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An unglamorous view of the Egmond Half marathon

Six years ago I signed up for the Egmond half marathon and it was unfortunately cancelled due to bad weather. A year later I ran it and vowed never to do it again. It was dreadfully cold and painful. 

But three years later, when the memory of the pain and cold had faded, I was ready to face it again. This time it went well so I thought I’d have another go this year.

Egmond Half marathon is a challenging race, at best. It’s 7km across the beach, 9km through woods and dunes, and the rest through the village. 

The first challenge is getting there. With only 2 trains an hour from Sloterdijk station you want to make sure you are there in time to miss the rush and long queue for the shuttle bus. I succeeded in doing this but it does make for a long wait in the sport hall with some interesting Dutch music being played by the local DJ. 

Luckily I bumped into a guy I knew from my old running club. We discussed how perfect the weather was, as it wasn’t too cold. Little did we know…

So off we went. The start has a few twists and turns and within a few hundred metres you are on the beach. In January, weather and tide make it a different event each year. I felt a headwind but thought being small I can just hide behind the taller Dutch men around me (a tactic I have used many times). 

Within the second kilometre I looked at my watch and I wasn’t even running at marathon pace and it only got worse and slower from there. If you came out from the shelter of the other runners the head wind was tough and quite an effort if you want to catch up with the next group. It was good to see the end of the beach arrive but you do have a short but tough stretch of soft sand to climb up before get into the dunes.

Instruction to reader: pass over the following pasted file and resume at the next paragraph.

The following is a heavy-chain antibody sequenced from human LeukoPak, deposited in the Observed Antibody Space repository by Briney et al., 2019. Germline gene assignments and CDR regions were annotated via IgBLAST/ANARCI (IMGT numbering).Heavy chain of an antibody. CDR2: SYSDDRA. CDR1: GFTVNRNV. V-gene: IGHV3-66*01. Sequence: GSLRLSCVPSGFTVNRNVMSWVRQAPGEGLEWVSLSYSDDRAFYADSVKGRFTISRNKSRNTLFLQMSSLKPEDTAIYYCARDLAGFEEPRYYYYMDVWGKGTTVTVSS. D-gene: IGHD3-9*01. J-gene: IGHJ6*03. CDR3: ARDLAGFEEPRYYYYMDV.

Going through the dunes and woods is really nice and it was supported well but I never really got into a rhythm to make it a race I would ever be proud of. At least it is done and I can now look forward to the Barcelona Half marathon.

Once finished we talked to some other runners. Everyone had run much slower than they would have expected to and on the way home the guy I had met earlier said that the head wind had been 54km/hr! The course record for men is 1:00:46 and this year the winner ran it in 1:08:08.

The next day I felt the effects of having run on different terrain and into the wind. My body ached. Luckily, my trusty Biomechanics Coaching exercises helped me care for my tired and spasmed muscles, helping me feel a whole lot better and more mobile. I was able to get right back to work and training without even skipping a beat.